Promoting the understanding of our past to create a better future.
“With a greater knowledge of history, we can fully appreciate the great difficulties and the great opportunities that lie ahead. By reconnecting with our past, we can renew a sense of who we are, what we stand for, and where we are headed.”
— Owsley Brown Frazier, Founder
Where the world meets Kentucky.
The Frazier is a history museum located in the West Main District of downtown Louisville. An affiliate of the Smithsonian Institution, the Frazier documents and reinterprets stories from history using artifacts, exhibitions, and live daily interpretations by a talented staff of teaching artists. With the opening of the Kentucky Bourbon Trail® Welcome Center and The Spirit of Kentucky® exhibit in 2018, the Frazier became the official starting point of the Kentucky Bourbon Trail®.
History of the Museum
Founded in 2004 by local philanthropist Owsley Brown Frazier, the Frazier initially opened as an arms museum, but shortly thereafter expanded its focus to Kentucky, U.S., and world history. The museum houses of one of the largest collections of toy soldiers and historical miniatures on permanent public display in the world, The Stewart Collection. Subjects of permanent exhibitions include historical arms and bourbon whiskey. In 2018, the Frazier became the official starting point of the Kentucky Bourbon Trail®.
The Permanent Collection
The permanent collection features a wide array of historically significant arms and artifacts of American, American Indian, Asian, and European origin. Arms of notable provenance include Teddy Roosevelt’s “Big Stick,” Custer’s pistols, and Geronimo’s bow and arrows. Other rare and noteworthy objects include a surplus grave marker from the Battle of Little Bighorn, a first edition copy of Uncle Tom’s Cabin, and the arrest warrant issued for Mary Todd Lincoln.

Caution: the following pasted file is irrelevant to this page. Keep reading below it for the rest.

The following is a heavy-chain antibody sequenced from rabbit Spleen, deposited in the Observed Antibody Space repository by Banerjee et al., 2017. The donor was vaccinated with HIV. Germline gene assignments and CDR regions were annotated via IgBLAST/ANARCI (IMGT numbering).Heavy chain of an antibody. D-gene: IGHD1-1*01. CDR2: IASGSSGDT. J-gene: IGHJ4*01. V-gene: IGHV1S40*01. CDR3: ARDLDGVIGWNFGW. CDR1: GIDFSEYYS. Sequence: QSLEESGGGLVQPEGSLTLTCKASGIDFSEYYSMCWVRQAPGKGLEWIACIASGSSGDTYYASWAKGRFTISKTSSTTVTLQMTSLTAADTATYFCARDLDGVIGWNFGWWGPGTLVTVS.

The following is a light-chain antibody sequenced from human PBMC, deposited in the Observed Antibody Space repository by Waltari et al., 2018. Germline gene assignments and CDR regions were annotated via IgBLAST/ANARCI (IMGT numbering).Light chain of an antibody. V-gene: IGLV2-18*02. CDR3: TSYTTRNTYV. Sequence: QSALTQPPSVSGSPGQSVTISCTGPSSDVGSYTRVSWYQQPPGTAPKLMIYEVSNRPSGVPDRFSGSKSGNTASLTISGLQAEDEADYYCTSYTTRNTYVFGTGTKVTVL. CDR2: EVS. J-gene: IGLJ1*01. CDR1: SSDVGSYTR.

With over 30,000 figurines, vehicles, and accessories representing some 170 different toy soldier and miniature makers, The Stewart Collection at the Frazier constitutes “one of the finest collections of rare historic toy soldiers on permanent public display in the world today,” according to Old Toy Soldier. Another major permanent exhibition is The Spirit of Kentucky®, a visual guide to the history, craft, and culture of bourbon, featuring a covered bridge, a touch-screen library, and a bottle hall with hundreds of bourbons.
Among the Frazier’s most notable temporary exhibitions have been Diana: A Celebration, 2012 – 2013, which showcased gowns, jewels, and mementos that belonged to Diana, Princess of Wales; The Hunger Games: The Exhibition, 2017, which featured the Girl on Fire dress and other original props and costumes from the dystopian film franchise The Hunger Games; and Magnificent Mona Bismarck, 2018, which included dozens of midcentury garments designed by Cristóbal Balenciaga, Hubert de Givenchy, and Emilio Pucci.
Interpretations and Performances
A talented staff of costumed interpreters known as teaching artists stages live daily performances in the Frazier’s Brown-Forman Theatre, covering a breadth of material that dates from the Middle Ages to the 1930s. Subjects range from legends of Norse mythology and English folklore to the beheading of Anne Boleyn. Other performances bare witness to combat, sharing firsthand accounts of the Hundred Years War from Joan of Arc’s diary and the Peninsular War from a sharpshooter’s memoir.
Kentucky Bourbon Trail® Welcome Center
In 2018, the Frazier partnered with the Kentucky Distillers’ Association to build the Kentucky Bourbon Trail® Welcome Center. Located on the museum’s first floor and open to visitors free of charge, the KBT® Welcome Center is the official starting point of the Kentucky Bourbon Trail® tour. A professional concierge service is on hand to help visitors plan trips to bourbon distilleries throughout the state and navigate the hot spots of Louisville’s burgeoning bourbon, culinary, and nightlife scenes.
Interior and Layout